Having breakfast one morning with her daughter, Italian photographer Guia Besana took a sip from her mug. Hot coffee spilled down her. "There's something strange about you, mum, it's your mouth," her 10-year-old daughter said. Sure enough, when she checked in the bathroom mirror, one eye was gaping open, her mouth drooped down on the same side. Terrified she was having a stroke, Guia jumped in a cab to the hospital where the doctors explained she was suffering from Bell's palsy, a temporary paralysis of the facial muscles.
Over the next three months, while her condition was at its most acute, the world appeared to her in a new way. "I had to use a straw to eat and tape my eye closed in order to sleep," says Guia. "It was a nightmare." Suddenly she found herself conscious of other people's gaze – voyeuristic glances from strangers; concerned looks from her family. "I wasn't privileged anymore, and it made me realise what it means to be privileged," she remembers, two and a half years on, and almost completely recovered. "That change of perception interested me."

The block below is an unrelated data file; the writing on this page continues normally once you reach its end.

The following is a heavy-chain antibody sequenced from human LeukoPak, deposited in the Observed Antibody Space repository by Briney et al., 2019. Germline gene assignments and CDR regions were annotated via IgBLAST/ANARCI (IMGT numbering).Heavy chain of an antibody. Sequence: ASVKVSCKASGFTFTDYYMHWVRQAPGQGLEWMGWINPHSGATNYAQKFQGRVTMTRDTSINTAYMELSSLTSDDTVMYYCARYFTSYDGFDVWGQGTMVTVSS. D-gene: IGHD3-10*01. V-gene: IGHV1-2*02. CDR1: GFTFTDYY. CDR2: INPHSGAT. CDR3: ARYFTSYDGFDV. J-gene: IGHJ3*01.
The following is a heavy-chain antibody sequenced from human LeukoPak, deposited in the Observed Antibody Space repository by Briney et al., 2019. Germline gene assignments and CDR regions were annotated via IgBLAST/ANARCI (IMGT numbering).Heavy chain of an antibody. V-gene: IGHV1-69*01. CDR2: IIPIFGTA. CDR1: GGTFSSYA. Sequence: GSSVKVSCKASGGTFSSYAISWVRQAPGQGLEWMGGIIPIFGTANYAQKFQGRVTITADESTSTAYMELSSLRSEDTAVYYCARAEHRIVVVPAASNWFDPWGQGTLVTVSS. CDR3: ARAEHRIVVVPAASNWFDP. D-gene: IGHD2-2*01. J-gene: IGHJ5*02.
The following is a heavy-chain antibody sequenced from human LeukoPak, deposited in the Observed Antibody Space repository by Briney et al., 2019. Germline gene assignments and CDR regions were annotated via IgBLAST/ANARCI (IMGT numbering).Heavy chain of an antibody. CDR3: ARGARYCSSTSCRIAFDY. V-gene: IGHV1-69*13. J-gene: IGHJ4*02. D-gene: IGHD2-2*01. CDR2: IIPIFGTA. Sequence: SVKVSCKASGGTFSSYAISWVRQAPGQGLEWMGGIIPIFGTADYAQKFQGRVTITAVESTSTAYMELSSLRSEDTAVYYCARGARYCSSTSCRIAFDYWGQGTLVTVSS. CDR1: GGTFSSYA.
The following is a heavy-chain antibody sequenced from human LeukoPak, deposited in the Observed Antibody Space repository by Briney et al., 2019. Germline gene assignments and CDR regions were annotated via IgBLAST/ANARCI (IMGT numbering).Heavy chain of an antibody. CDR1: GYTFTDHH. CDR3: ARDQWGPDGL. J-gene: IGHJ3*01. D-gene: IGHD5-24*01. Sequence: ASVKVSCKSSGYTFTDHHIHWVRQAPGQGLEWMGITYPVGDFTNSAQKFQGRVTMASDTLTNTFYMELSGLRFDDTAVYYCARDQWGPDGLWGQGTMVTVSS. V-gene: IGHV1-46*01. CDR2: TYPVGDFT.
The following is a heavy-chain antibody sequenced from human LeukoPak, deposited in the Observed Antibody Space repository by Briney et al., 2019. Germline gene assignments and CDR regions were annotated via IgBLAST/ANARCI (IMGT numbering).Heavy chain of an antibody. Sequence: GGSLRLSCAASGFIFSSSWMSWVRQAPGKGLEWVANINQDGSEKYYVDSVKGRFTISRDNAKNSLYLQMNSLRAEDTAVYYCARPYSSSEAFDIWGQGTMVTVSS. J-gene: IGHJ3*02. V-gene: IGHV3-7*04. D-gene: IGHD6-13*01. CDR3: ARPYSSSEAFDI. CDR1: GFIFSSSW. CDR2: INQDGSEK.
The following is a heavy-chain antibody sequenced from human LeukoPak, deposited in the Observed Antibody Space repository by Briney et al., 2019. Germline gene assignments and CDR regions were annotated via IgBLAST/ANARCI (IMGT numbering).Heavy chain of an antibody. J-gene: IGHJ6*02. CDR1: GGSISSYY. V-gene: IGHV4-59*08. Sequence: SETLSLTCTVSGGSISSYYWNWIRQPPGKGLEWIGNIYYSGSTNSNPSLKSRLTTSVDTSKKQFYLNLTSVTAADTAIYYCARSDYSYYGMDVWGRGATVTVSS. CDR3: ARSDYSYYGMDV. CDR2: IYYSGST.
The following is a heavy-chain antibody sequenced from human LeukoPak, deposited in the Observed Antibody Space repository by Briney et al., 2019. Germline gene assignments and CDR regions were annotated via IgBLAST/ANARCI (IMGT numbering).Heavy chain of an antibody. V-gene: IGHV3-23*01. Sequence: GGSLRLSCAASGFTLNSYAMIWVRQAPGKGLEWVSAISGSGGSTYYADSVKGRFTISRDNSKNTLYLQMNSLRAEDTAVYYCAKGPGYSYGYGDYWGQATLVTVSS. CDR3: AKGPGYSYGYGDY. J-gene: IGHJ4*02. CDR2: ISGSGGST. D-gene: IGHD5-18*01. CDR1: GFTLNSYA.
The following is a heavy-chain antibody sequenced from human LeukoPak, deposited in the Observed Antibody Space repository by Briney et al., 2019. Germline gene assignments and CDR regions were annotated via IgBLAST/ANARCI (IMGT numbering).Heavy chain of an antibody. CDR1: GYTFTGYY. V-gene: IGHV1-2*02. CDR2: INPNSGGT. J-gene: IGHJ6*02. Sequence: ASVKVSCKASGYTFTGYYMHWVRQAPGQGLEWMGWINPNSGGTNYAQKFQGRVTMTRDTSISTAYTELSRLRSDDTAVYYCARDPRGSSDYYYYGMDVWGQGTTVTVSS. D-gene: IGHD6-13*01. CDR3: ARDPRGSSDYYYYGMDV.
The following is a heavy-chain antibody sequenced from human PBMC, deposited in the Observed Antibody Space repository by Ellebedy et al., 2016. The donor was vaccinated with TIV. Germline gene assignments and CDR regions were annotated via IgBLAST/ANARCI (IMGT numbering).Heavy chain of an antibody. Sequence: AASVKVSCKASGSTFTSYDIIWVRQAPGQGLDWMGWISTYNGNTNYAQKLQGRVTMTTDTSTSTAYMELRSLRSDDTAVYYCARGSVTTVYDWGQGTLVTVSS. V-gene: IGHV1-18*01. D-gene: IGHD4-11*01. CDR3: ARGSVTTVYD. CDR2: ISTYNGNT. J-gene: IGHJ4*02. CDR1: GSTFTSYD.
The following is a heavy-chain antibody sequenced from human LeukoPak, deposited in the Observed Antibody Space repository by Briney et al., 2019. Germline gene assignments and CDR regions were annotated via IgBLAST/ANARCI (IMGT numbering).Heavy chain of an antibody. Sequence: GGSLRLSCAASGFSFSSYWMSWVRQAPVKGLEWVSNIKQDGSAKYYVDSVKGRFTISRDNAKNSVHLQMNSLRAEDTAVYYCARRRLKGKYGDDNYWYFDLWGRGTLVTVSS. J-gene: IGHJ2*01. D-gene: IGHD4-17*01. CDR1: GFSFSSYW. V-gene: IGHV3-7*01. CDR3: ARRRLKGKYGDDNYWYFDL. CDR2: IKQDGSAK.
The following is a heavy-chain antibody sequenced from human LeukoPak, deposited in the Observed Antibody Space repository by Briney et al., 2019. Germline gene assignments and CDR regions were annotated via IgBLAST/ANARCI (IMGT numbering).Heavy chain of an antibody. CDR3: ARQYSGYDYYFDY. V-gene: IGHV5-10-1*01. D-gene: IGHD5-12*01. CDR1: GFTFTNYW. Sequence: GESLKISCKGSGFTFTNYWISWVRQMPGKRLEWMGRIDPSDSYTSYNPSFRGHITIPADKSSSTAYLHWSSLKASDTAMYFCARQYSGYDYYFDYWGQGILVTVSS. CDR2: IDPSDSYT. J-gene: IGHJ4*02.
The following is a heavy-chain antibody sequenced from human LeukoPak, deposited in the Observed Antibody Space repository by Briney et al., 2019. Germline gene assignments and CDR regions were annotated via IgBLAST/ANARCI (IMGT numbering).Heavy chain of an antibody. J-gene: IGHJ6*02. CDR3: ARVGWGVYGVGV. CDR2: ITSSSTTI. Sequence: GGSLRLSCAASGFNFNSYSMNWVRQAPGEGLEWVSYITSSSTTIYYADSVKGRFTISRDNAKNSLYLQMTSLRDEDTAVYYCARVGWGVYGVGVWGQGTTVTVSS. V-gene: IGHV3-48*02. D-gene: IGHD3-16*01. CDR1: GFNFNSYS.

The Barcelona-based photographer began to research 19th century freak shows, coming across the figure of Julia Pastrana, a Mexican woman born with a genetic condition that meant her face and body were covered in hair. Exploited and ridiculed, Julia appeared in a show, The Ugliest Woman in the World. Here, Guia discusses how her latest project, Strangely Familiar, is inspired both by Julia's story and her own experiences, and how it fits within a wider approach of using fiction to reflect on the realities of being a woman today.